It is entirely subjective, but invariably and continuously subject to external attempts to standardise it. There are plenty of ads out there that will happily tell you what you enjoy. Be that a sofa or a burger, getting greeted at the door by your 2.7 smiling moppets, necking beers with your bros before the Big Game. Marketing is keen to tell you what makes you happy. This week, I was treated to two hours of watching pre-dawn children's television in an NHS waiting room, and every single advertisement was keen to tell me what I enjoyed (farting pony dolls, mostly - but also so. many. theme. parks). There's occasionally a value argument buried in there, but mostly these communications were determined to tell me (or my young child) what made us happy.
...which meanders back to the joy-centric decluttering approach.
You - and only you - know what brings you joy, which of your things make you feel happy, connected, carefree, or just plain ol' better. At best, advertising - or other cultural influences - can build 'fraternal joy'. The perception that other people - ones that are like you - are enjoying something. The skill is, as with value, understanding the audience - trying to ground that audience empathy in an educated guess. But, ultimately, it is on you, as the viewer/consumer, to make a critical assessment over whether or not that (car/film/farting pony) would bring you joy as well. For each individual thing, that relationship of joy-enablement is a unique bond (or lack thereof), and up to you.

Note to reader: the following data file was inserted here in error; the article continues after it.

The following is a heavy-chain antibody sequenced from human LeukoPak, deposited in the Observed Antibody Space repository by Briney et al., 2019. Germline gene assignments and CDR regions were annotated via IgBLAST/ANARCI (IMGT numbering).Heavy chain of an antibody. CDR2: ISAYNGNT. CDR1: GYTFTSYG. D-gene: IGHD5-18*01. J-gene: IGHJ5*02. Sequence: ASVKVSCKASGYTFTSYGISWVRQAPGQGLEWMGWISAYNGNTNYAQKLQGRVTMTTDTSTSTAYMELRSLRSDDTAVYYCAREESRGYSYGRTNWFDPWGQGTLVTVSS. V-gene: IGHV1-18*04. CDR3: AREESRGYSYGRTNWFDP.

Like 'success', I think there are dangers to creating social norms for what constitutes joy. Who are we to decide that all x enjoy y? That can be largely harmless when we're flogging farting ponies, but the slippery slope goes a long way down.
Get: Anyone selling a product
To: Avoid 'telling' how happy it will make them
By: Creating a shared experience instead
The latest subgenre buzzword is 'hopepunk'. 'Weaponised optimism' is a glorious phrase, but the genre - as with all ad hoc, post hoc labels - is a little more sprawling than that. It seems to cover a range of fiction that extends from triumphant to cozy. As with all subgenres, everyone has an opinion on it, and - fandom being fandom (especially when it comes to a genre that dares sniff of female enjoyment) - the opinions are pretty savage.